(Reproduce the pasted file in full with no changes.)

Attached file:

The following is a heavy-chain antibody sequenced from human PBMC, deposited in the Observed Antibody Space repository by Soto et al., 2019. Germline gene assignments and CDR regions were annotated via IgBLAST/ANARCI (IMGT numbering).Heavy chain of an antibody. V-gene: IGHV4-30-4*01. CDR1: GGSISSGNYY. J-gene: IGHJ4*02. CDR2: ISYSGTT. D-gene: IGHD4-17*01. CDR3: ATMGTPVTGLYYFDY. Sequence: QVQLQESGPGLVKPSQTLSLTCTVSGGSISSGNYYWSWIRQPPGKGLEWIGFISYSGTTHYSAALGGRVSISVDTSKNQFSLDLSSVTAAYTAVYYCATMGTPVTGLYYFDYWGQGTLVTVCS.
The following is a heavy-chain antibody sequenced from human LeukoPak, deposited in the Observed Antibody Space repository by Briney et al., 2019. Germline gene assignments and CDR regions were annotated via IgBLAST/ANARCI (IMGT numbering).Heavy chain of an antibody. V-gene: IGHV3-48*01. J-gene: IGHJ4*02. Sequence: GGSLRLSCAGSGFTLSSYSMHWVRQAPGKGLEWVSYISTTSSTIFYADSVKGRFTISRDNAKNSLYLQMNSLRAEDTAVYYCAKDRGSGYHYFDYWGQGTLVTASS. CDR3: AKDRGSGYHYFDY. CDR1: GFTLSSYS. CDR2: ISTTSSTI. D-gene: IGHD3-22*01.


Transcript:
The following is a heavy-chain antibody sequenced from human PBMC, deposited in the Observed Antibody Space repository by Soto et al., 2019. Germline gene assignments and CDR regions were annotated via IgBLAST/ANARCI (IMGT numbering).Heavy chain of an antibody. V-gene: IGHV4-30-4*01. CDR1: GGSISSGNYY. J-gene: IGHJ4*02. CDR2: ISYSGTT. D-gene: IGHD4-17*01. CDR3: ATMGTPVTGLYYFDY. Sequence: QVQLQESGPGLVKPSQTLSLTCTVSGGSISSGNYYWSWIRQPPGKGLEWIGFISYSGTTHYSAALGGRVSISVDTSKNQFSLDLSSVTAAYTAVYYCATMGTPVTGLYYFDYWGQGTLVTVCS.
The following is a heavy-chain antibody sequenced from human LeukoPak, deposited in the Observed Antibody Space repository by Briney et al., 2019. Germline gene assignments and CDR regions were annotated via IgBLAST/ANARCI (IMGT numbering).Heavy chain of an antibody. V-gene: IGHV3-48*01. J-gene: IGHJ4*02. Sequence: GGSLRLSCAGSGFTLSSYSMHWVRQAPGKGLEWVSYISTTSSTIFYADSVKGRFTISRDNAKNSLYLQMNSLRAEDTAVYYCAKDRGSGYHYFDYWGQGTLVTASS. CDR3: AKDRGSGYHYFDY. CDR1: GFTLSSYS. CDR2: ISTTSSTI. D-gene: IGHD3-22*01.